In the end, when we say we’re for everybody, we’re really for nobody.

Conversely, when it’s clear who the intended website audience is and what they need to do there to become customers, then and only then, can we build a website that helps turn visitors into customers and raving fans.

Ignore this groundwork and it may be a great looking website, but it will not do well in terms of conversion.

New visitors or existing customers

Another big question is whether the website is for new visitors to discover you or for existing, returning customers. 

You might say “both”. Which is probably true. Unless it’s a sales page that people won’t go back to once they buy.

If the website is for both, then that reflects in design and content.

It must welcome first-time visitors and help them find their way around. Provide key information they need. So they can know, like and eventually trust you. Only then will they become customers.

Existing customers also must find content that is relevant to their needs, making their return visit worth their time. If not, they won’t come back again. That means updating and changing content regularly so there are new things to discover. The website must be relevant to their situation.

None of that happens by chance. We need to understand our audience and be intentional in providing them the on-site experience they need.

A call to action

Now that we know who the website is for, the question becomes what we want visitors to do once they are on the website. 

  • How will the engage? 
  • What actions can they take? 
  • Are the options and offers relevant for them? 
    • For a first time visitor as well as someone who has checked you out a few times and is ready to buy?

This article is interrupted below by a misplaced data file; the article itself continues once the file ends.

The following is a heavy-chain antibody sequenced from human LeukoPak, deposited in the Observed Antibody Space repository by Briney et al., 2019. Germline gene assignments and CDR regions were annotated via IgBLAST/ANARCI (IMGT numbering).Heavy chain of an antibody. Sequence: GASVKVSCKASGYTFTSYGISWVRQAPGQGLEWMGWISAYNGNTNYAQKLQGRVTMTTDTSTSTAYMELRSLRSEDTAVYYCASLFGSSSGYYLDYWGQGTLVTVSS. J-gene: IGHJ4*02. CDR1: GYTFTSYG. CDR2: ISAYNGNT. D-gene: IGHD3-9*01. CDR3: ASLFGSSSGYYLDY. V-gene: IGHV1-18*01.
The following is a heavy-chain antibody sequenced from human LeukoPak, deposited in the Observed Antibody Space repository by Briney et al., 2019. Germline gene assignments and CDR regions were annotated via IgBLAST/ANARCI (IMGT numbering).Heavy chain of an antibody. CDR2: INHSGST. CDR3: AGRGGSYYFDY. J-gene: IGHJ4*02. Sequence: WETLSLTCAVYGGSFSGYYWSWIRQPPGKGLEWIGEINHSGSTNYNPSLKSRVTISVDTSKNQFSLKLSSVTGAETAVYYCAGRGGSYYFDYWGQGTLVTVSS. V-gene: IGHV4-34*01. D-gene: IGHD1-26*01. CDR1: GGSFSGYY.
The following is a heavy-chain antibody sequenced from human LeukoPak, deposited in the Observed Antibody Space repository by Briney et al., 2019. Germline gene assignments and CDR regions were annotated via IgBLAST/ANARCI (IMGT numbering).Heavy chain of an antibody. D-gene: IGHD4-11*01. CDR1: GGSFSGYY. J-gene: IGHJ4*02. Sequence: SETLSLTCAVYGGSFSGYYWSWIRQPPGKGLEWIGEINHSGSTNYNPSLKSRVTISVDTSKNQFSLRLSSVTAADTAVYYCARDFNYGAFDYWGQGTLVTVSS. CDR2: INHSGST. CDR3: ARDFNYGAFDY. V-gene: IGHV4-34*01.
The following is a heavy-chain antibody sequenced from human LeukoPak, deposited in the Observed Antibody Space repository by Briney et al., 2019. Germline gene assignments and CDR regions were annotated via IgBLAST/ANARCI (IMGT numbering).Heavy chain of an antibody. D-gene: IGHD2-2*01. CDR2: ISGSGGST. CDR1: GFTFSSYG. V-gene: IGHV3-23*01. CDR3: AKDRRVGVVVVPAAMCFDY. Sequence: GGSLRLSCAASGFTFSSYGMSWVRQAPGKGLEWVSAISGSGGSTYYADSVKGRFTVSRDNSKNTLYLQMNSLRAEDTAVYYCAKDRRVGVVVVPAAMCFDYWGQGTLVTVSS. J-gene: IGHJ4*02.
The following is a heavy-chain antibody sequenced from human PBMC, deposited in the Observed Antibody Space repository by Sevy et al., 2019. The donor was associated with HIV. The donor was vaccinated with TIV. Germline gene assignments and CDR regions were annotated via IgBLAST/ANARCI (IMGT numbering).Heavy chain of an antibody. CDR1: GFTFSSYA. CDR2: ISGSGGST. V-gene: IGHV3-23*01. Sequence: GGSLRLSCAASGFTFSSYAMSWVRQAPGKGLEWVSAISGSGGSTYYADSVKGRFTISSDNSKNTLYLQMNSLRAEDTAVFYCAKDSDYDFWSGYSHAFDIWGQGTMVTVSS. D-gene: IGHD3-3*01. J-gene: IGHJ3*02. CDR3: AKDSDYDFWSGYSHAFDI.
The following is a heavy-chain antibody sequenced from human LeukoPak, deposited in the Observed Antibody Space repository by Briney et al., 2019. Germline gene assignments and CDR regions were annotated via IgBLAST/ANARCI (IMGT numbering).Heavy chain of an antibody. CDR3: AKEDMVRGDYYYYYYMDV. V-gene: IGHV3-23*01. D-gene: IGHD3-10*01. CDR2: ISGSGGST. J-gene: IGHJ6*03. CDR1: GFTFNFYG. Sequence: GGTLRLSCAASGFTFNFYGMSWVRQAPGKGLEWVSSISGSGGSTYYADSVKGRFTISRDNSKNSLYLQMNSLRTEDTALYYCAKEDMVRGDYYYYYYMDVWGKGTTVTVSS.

• Can they easily buy your product or service?

If they’re not ready to buy, can they learn about your area of expertise? Few deals happen in just one encounter. It’s like dating. You don’t propose on the first date. Or if you do, it’s unlikely to garner an enthusiastic “Yes, I will.”

Dating takes time. Website visitors need to get to know you. Like you. Eventually trust you. That takes time and it affects how we design websites.

It is tempting to say that a website exists to create “awareness”. While that could be true, more often it’s a cop-out when we don’t want to do the (harder) work of creating relevant, relationship-building content and calls to action.

We simply claim we’re building “awareness”. Except how do you track or measure that? So we won’t know how the website is doing. If it’s doing.

Sure, we can look at analytics, but what good are visitors if they never actually connect with your organization in a meaningful manner?

Most businesses and nonprofits really don’t need more awareness. They need raving fans. And those are two very different things.

Engaged followers

Whether site visitors buy or engage with one of your cultivation offers, you want them to become your followers. Who find your website valuable and come back. Who let you get to know them, so you can keep in touch with them.

At the end of the day, a good website helps visitors get to know you. Once they know you, to like you. And once they know and like you, to trust you.

That’s essential for both potential and existing customers. When all 3 are present, things can happen. You have a new customer. You have a fan, who will tell others. 

That’s the real point and purpose of a website: It exists as a way to build a connection with other people: our customers, our fans, our constituents. So they know us and will come back. Then becoming our ongoing customers. Eventually wanting to tell others about our products or services.

When a website does that, it will more than pay for itself. Way faster than we think. It becomes an essential asset that helps grow our business or organization.

But it all starts with answering the simple question: “Who is your website for?”